remembering an influential radical Jewish woman!!!

rosaluxemburgblog

1907 or 1908 maybe- rosa luxemburg- rls

96 years ago today, on 15 January 1919, Rosa Luxemburg was detained, interrogated and murdered by right-wing soldiers under the command of socialist Defence Minister Gustav Noske. Today she is remembered around the world for her life and ideas.

Born in Russian-Poland in a middle-class Jewish family in 1873, Rosa Luxemburg emigrated to Switzerland after completing High School and enrolled at Zurich University. Whilst still a student she co-founded the Social Democracy of the Kingdom of Poland (SDKP, later SDKPiL), with Leo Jogiches, Adolf Warszawski and Julian Marchlewski, before being awarded a doctorate in 1897.

The following year, she moved to Berlin and joined the German Social-Democratic Party (SPD), then the largest and most powerful socialist organisation in the world. She rose to prominence on the left-wing of the SPD as a firebrand speaker, journalist and theoretician, writing works on economics, nationalism, imperialism, war, socialism and democracy.

Luxemburg taught at…

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Wagner’s Anti-Semitism Still Matters

Wagner’s Anti-Semitism Still Matters

“What are we to do with Wagner’s anti-Semitism? The recent Wagner anniversary has brought a predictable amount of equivocation and hand-wringing about the German master’s role in the history of hate. We know by now not to read history backward. A nineteenth-century composer who died in 1883 cannot logically be accused of personal complicity in a twentieth-century genocide. Yet that does not mean that the broader question of his responsibility for the spread of modern anti-Semitism can be simply ignored. … The real legacy of Wagner, one with which we are still living today, is nothing less than the sweeping imprint of racial ideology across the length and breadth of modern classical music.”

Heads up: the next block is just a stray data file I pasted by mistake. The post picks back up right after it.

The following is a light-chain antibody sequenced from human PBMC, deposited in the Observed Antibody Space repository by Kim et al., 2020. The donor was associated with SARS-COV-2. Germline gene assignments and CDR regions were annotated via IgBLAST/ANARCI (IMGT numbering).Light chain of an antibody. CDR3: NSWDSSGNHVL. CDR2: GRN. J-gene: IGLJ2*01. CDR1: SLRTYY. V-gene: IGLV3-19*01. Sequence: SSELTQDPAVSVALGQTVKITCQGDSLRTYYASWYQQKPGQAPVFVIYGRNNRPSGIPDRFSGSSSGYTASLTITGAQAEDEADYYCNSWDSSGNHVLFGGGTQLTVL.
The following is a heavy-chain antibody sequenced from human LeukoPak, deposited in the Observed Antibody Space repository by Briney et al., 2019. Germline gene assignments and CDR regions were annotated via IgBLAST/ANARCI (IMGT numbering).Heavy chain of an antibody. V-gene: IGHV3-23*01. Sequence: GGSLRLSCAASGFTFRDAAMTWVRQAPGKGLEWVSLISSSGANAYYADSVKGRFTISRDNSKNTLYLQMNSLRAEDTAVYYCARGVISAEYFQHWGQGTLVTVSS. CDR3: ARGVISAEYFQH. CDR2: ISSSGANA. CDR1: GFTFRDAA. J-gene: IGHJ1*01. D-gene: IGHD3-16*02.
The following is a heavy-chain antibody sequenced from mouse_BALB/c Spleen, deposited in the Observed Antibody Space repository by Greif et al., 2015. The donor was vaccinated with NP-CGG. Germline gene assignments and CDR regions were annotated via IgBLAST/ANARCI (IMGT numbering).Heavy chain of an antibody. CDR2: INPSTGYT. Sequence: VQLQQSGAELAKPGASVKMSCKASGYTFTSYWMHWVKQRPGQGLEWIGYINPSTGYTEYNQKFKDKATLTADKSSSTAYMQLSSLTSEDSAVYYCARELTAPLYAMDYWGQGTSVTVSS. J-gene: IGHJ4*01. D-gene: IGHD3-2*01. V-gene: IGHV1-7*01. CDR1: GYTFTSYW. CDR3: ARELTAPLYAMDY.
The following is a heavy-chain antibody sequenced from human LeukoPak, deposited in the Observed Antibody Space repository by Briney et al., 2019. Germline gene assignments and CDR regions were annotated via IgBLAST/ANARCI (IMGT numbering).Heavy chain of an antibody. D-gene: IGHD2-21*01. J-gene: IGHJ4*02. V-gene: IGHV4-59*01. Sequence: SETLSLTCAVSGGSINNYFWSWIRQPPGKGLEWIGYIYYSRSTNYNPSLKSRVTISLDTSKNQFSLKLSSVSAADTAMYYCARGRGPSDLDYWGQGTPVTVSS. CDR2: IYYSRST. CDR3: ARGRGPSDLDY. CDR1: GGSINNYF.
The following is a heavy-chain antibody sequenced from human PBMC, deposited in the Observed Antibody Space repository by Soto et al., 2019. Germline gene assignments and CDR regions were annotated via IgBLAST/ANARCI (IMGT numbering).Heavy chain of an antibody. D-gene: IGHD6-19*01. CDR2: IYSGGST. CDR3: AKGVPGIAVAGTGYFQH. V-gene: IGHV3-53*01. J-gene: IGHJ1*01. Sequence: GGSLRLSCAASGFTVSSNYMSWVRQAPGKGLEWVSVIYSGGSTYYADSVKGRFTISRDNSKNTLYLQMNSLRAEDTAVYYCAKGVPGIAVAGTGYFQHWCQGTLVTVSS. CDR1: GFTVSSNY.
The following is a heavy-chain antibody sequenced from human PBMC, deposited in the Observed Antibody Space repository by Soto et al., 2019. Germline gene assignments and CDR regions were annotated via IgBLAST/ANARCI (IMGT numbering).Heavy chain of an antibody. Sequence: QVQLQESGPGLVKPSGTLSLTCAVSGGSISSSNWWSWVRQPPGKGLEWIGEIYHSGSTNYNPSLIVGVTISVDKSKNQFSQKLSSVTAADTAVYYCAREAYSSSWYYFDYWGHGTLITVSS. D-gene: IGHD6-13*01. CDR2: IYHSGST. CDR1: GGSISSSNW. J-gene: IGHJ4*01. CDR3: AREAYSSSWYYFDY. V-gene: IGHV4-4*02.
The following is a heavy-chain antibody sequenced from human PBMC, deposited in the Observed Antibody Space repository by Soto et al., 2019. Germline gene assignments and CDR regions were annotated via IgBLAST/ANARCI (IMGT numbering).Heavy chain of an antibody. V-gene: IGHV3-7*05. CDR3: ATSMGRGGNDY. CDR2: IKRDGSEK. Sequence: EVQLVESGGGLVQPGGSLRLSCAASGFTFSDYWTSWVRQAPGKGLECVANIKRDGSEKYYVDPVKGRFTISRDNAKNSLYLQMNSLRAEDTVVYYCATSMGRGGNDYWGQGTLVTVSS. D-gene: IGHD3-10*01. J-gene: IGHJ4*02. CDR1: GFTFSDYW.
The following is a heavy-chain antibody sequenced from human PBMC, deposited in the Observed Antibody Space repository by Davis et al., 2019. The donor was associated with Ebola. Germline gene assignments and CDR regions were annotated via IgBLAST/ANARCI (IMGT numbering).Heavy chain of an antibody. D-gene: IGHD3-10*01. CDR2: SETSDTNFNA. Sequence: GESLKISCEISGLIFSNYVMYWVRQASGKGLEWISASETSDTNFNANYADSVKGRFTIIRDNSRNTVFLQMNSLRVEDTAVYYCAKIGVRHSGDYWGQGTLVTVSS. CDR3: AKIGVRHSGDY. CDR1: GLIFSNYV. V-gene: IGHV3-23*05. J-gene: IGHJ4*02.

“But, ironically, the more we learn of banned composers, the harder it is to hear their music outside the framework of the Holocaust. The ending we all know and cannot forget reverberates backward. This is regrettable. For when the composer’s music is permanently coupled to his victimhood, Jewishness becomes merely a negative condition. That generation upon generation of Jewish musicians confronted racism at the heart of classical music does not mean that every work they wrote must be heard as a Semitic cry of despair. Not every knock at the door means the secret police. Not every minor-key passage is lachrymose. Still, the sonic shadows prove hard to elude. We may think we inhabit a post-Holocaust soundscape, but we still very much live in Wagner’s world. “

Book review: The Yemenite tragedy

#to read

Seth J. Frantzman

Review of The “Magic Carpet” Exodus of Yemenite Jewry: An Israeli Formative Myth, by Esther Meir-Glitzenstein Sussex Academic Press, £67.50 / $89.95, published in The Jerusalem Post Magazine January 10

By SETH J. FRANTZMAN

Yemenite Jews in a camp in Israel Yemenite Jews in a camp in Israel

In 1949 they came from all over Yemen, from 1,000 villages, often traveling on foot to reach camp. “It was a desert place without any sign of vegetation. Refugees living in matted huts, like sardines, living a base, primitive life. The camp has 4,000 people and babies are born every day,” recalled Ethel Slonim, a nurse who had arrived in Aden, now Yemen, in 1948. Many died en route, and in the camp.

Yet even more than half a century later, the traumatic immigration is thought of as a miracle. Why has the myth of the Yemenite migration not been fully understood for what it was: a massive tragedy in…